Posted Friday, June 22, 2012, at 9:33 AM
Photo by VINCENZO PINTO/AFP/Getty Images
As Dave noted in his piece on how Super PACs aren't helping to remake the Democratic Party the same way they are the GOP, many liberals just aren't comfortable with the idea of donating huge sums to fund attack ads by shady outside groups. Donors like George Soros dumped millions into ads against George W. Bush in 2004 to no avail.
Alec MacGillis reflects on this disillusionment when trying to dissect why the GOP has such a massive advantage on outside spending:
This time around, rather than simply rally their friends and colleagues around an inspiring cause, these donors are also being asked to cut massive checks. And because many of them share Obama’s disdain for the excesses of a broken campaign finance system, the exercise has prompted considerable squeamishness. One bundler who has raised more than $800,000 told me there was “an aversion to the super PACs, to the whole idea of them” in the bundler’s circle. “It’s left a really bad taste in people’s mouths.” “I think it’s awful,” says another bundler who has raised more than $600,000 for the campaign this year. “There’s too much money being spent on these elections to begin with. Why would anyone want to give $5 million to a super PAC to elect a president? It’s incomprehensible. There are a lot of other things you can give your money to.” Such as? Hospitals and investigative journalism, offered the bundler.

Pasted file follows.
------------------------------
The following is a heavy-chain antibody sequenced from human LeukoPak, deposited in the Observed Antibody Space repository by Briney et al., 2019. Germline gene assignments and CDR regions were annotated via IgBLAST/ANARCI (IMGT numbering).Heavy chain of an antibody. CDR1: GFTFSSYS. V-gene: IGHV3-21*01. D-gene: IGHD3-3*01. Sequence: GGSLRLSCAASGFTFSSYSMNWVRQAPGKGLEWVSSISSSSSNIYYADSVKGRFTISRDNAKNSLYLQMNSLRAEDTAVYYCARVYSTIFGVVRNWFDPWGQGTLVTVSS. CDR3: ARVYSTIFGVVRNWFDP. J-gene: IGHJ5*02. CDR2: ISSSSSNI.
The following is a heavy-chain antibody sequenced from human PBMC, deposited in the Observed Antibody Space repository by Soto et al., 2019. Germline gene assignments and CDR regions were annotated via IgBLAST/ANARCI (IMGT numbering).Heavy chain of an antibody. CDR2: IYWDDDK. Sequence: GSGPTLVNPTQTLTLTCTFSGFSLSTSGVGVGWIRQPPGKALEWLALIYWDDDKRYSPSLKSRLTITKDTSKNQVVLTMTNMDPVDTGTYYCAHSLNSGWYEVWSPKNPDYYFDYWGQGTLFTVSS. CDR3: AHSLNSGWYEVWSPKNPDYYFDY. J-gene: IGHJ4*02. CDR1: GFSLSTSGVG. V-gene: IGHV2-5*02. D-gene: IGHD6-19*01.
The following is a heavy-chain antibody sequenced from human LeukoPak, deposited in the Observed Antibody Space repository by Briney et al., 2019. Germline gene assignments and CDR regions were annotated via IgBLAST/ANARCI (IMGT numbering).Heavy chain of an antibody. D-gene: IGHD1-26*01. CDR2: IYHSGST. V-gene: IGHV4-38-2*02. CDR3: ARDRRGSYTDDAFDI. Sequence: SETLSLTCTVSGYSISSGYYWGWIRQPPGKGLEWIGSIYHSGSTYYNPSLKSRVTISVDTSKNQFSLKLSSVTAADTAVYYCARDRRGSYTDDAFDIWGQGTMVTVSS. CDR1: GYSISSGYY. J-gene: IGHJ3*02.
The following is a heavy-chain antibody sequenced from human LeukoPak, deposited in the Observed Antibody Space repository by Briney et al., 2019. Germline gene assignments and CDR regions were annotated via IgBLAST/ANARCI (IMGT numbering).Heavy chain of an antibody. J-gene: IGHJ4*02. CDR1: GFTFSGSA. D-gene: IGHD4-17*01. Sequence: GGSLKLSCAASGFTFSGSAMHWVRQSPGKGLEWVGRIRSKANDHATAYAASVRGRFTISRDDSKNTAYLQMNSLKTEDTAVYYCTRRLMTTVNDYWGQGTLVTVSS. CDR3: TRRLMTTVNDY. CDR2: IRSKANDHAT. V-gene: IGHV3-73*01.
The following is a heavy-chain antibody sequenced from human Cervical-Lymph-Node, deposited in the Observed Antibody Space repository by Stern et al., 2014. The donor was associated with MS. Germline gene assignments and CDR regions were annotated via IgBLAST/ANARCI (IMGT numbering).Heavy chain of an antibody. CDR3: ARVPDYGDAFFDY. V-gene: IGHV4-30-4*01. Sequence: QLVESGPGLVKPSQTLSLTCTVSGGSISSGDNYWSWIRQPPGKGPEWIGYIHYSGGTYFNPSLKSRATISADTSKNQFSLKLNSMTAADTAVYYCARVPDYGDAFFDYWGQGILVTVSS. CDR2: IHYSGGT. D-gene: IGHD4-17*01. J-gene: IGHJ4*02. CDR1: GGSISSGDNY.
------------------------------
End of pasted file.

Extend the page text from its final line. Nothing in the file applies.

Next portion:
Another donor who had contributed a six-figure sum to Priorities was already experiencing serious buyer’s remorse. “I’m very much against people who give; everyone who gives to it has made a mistake,” lamented the donor. “I should not have given [the money] I gave.” I asked whether the stratospheric sums being raised by Republicans required wealthy Democrats to set aside these sorts of qualms. After all, Obama himself adopted this logic when he grudgingly endorsed Priorities’ efforts in February. “I understand the argument, that the bad guys are using this. But it’s a question of moral standing,” the donor explained. “We should have said, ‘This is bad for America,’ and we should have appealed to the American people. . . . Our side gave into panic for short-term gain.” The fund-raiser who met with Burton and Begala in Chicago essentially agreed: “With the benefit of hindsight, they should have said no to going [the super PAC] route—it’s disgusting. I think they’re shocked at how unsuccessful they’ve been.”
As Josh Green points out, the left seems to think it can compensate for a lack of Super PAC spending with a superior grassroots organizing and field campaign. But that was the plan in the Wisconsin recall election, and things didn't go so well.
And liberals panicking and deciding to go all-in on Super PAC attack ads if Obama looks weak in August or September may not matter -- as MacGillis notes, TV ad time has to be reserved well in advance, and besides, the summer months can be critical to framing a fall campaign. The swift boat attack ads against John Kerry in 2004 were largely a summer phenomenon, having done their damage to the the central tenet of his candidacy -- his strong military record -- well before October. Ramping up the Bain attacks or some other assault on Romney late in the game probably won't swing the election.